Screen-sized Web Pages?

Subject: Screen-sized Web Pages?
From: "Peter Ring, PRC" <prc -at- PIP -dot- DKNET -dot- DK>
Date: Wed, 13 Nov 1996 10:04:59 +1

On 12 Nov Phil Atkinson wrote:

> Peter Ring wrote:

>> I think it's time to stop this nonsense. Why?

>> "Screen sized websites" is a phantom! Whether it is "screen sized"
>> or not depends also a lot on which browser you use, the settings of
>> the browser, and your screen resolution.

> You obviously didn't read the original poster's message and have
> latched on to a rather unsuitable subject line. The original
> request was for methods of structuring a web site in manageable
> chunks that might also minimise scrolling. If we are follow your
> example, we may as well all give up now and go home. The - let's
> not design anything for the web, it can't be done! - attitude
> annoys me intensely and, if in the future, you can't form a more
> constructive reply, please don't bother.

YES, I did read the original poster, and I primarily turned against
the the turn the discussion had taken, trying to explain the real
problem to webdesigners as well as users for increased understanding.

NO, I do NOT think we should give up writing webpages. On the
contrary! But over the last week, I have done a market research on
website content, surfing and evaluating approx. 125 websites from
business-to business companies. I have seen many well designed
websites, and I have seen the most horrible things. The worst one was
a web-designer company's ad for themselves. They used frames, and I
had to change the setting of my browser to read their non-scrolling
top frame with the name and address of the company, only because they
didn't understand the difference between browsers. I am sorry that I
didn't communicate my message clearly enough, so this time I will
more constructive and carve it out:

When designing websites ...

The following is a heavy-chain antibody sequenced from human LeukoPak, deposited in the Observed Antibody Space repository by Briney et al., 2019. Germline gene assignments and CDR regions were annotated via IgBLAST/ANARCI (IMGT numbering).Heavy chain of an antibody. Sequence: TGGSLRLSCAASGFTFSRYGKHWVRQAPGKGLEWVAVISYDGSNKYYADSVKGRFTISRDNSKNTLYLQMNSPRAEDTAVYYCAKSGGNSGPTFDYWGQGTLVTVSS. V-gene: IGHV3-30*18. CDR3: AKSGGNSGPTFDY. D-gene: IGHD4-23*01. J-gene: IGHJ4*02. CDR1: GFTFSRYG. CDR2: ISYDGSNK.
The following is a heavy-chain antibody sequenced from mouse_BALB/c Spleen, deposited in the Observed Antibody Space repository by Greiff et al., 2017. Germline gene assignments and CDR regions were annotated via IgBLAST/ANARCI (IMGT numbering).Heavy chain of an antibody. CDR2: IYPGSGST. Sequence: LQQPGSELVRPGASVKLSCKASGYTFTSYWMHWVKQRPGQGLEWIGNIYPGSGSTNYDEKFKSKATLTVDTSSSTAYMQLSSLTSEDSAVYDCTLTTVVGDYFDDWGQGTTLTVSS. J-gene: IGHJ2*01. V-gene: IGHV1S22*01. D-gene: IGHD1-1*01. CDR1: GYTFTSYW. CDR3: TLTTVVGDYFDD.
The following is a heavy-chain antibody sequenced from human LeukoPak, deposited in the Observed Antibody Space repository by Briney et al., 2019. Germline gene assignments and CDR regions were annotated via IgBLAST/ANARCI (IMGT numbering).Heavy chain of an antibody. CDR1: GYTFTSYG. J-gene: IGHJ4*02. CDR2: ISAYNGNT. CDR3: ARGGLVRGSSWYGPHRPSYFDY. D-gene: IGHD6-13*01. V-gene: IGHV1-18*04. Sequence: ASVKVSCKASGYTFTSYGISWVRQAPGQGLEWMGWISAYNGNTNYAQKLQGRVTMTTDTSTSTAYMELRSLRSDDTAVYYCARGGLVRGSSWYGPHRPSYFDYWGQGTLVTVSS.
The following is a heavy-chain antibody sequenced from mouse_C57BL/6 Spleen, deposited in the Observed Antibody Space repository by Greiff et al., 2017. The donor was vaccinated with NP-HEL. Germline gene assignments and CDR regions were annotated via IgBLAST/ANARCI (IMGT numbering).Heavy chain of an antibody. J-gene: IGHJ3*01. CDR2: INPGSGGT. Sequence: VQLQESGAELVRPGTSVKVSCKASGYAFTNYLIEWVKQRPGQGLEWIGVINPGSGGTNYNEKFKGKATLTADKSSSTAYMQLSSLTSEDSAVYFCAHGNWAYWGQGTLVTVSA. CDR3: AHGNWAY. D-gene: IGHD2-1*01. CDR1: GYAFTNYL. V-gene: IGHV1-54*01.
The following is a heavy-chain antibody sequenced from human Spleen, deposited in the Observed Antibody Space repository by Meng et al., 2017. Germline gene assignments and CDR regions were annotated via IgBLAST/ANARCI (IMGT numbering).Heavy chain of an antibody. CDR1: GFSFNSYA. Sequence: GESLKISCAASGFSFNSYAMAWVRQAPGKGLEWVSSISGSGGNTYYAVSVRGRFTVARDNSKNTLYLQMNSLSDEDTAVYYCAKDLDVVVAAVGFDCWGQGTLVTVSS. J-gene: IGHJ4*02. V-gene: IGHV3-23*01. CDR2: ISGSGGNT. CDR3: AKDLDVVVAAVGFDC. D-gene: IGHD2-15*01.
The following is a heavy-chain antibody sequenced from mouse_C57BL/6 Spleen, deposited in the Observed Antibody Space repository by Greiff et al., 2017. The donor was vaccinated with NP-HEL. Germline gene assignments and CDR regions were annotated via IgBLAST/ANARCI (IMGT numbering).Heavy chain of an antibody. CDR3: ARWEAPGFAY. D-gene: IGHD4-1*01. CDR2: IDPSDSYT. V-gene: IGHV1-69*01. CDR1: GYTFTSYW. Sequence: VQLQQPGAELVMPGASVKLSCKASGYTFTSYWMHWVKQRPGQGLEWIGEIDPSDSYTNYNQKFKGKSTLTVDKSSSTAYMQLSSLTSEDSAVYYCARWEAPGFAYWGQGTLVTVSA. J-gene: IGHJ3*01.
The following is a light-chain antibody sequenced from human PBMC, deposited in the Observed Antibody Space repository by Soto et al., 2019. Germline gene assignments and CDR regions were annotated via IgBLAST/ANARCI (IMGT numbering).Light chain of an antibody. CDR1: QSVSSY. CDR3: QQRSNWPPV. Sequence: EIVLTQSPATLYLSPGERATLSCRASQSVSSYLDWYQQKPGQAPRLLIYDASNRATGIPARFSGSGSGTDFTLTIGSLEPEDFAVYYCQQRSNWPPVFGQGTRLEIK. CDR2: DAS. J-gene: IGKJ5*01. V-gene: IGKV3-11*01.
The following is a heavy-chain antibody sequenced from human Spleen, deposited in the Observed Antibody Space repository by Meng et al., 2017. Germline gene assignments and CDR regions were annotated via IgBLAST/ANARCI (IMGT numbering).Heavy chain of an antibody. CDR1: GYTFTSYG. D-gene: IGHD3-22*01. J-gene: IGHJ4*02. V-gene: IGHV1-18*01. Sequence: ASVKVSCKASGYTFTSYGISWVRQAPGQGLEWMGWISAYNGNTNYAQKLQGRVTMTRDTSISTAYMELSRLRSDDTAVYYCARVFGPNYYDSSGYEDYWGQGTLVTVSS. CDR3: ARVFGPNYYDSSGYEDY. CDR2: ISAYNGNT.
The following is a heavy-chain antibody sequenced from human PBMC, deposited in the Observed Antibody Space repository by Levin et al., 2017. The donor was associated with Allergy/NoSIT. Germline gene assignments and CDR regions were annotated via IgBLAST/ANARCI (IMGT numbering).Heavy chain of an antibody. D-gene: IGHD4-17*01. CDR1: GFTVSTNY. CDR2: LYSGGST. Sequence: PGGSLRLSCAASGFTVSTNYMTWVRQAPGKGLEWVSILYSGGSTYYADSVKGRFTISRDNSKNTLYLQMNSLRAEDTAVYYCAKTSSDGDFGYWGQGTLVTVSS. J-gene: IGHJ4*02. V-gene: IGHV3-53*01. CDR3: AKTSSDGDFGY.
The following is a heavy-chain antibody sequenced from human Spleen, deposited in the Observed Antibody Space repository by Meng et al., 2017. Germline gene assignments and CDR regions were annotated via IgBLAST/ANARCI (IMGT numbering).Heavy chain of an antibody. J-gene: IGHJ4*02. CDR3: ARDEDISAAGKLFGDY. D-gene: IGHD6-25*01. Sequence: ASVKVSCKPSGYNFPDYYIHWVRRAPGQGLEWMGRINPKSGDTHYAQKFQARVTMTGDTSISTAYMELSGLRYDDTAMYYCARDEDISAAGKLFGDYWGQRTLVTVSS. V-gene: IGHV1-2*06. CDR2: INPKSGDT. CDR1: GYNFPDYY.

* Test them with different browsers and at different screen
resolutions to see what they look like. (If you use Windows 95 it's
easier with a small programme called QuickRes, downloadable from
Microsoft's homepage as a part of their Krnltoys package.)

* Make sure, that they are at least READABLE with all kinds of
browsers, ranging from Lynx over Mosaic and Netscape 1 to Netscape
3 and MS Explorer 3. The worst problem here is tables. If you don't
want to loose the users below the Netscape 2 level, you may need
to make a clause that you use tables, and make a link to a
no-tables version of the page.

* If you want your webpage to be seen like you designed it: specify
browser, screen resolution, font type, and font size. And live
with, that probably more than 90% of your potential readers can't
or won't see it the way YOU want, no matter what you specify!
That's life. But because you can't reach heaven on the www, it
doesn't mean you've got to give up trying to make nice webpages!


Greetings from Denmark

Peter Ring
PRC (Peter Ring Consultants)
- specialists in user friendly manuals and audits on manuals.
prc -at- pip -dot- dknet -dot- dk
http://www.pip.dknet.dk/~pip323/index.htm
- the "User Friendly Manuals" website with links, bibliography, list


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